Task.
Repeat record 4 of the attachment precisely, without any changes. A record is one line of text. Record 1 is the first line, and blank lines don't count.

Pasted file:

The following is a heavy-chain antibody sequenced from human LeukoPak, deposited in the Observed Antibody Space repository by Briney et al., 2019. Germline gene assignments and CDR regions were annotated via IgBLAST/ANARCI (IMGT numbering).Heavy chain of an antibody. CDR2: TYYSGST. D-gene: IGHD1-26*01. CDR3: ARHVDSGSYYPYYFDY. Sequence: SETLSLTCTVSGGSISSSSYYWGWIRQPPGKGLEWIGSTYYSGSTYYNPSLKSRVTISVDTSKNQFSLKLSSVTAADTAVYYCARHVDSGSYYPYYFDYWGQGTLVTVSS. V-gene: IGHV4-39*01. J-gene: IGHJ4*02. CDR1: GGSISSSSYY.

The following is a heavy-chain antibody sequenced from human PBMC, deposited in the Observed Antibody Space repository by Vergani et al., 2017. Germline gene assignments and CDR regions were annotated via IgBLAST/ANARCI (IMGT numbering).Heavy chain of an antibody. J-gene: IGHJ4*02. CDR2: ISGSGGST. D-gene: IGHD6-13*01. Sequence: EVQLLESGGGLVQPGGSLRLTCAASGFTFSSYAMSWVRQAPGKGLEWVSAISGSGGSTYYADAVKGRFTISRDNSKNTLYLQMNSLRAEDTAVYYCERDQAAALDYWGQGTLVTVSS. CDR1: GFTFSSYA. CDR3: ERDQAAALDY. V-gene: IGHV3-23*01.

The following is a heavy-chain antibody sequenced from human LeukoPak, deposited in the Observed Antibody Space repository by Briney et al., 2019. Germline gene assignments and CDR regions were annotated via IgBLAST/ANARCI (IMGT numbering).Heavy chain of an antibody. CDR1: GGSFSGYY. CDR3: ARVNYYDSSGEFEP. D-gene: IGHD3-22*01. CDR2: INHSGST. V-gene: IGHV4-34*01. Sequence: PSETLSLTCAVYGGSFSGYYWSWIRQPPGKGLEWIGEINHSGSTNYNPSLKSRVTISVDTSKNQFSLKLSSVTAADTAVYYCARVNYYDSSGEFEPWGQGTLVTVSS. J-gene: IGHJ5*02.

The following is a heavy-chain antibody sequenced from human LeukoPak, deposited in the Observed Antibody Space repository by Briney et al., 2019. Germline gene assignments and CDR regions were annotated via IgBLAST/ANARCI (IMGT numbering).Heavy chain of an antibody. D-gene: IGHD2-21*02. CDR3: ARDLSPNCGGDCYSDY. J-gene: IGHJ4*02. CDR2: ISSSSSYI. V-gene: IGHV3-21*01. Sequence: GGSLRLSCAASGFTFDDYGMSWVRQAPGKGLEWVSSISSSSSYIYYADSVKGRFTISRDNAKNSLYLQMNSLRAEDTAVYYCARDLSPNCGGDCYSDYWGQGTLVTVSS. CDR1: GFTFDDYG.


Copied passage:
The following is a heavy-chain antibody sequenced from human LeukoPak, deposited in the Observed Antibody Space repository by Briney et al., 2019. Germline gene assignments and CDR regions were annotated via IgBLAST/ANARCI (IMGT numbering).Heavy chain of an antibody. D-gene: IGHD2-21*02. CDR3: ARDLSPNCGGDCYSDY. J-gene: IGHJ4*02. CDR2: ISSSSSYI. V-gene: IGHV3-21*01. Sequence: GGSLRLSCAASGFTFDDYGMSWVRQAPGKGLEWVSSISSSSSYIYYADSVKGRFTISRDNAKNSLYLQMNSLRAEDTAVYYCARDLSPNCGGDCYSDYWGQGTLVTVSS. CDR1: GFTFDDYG.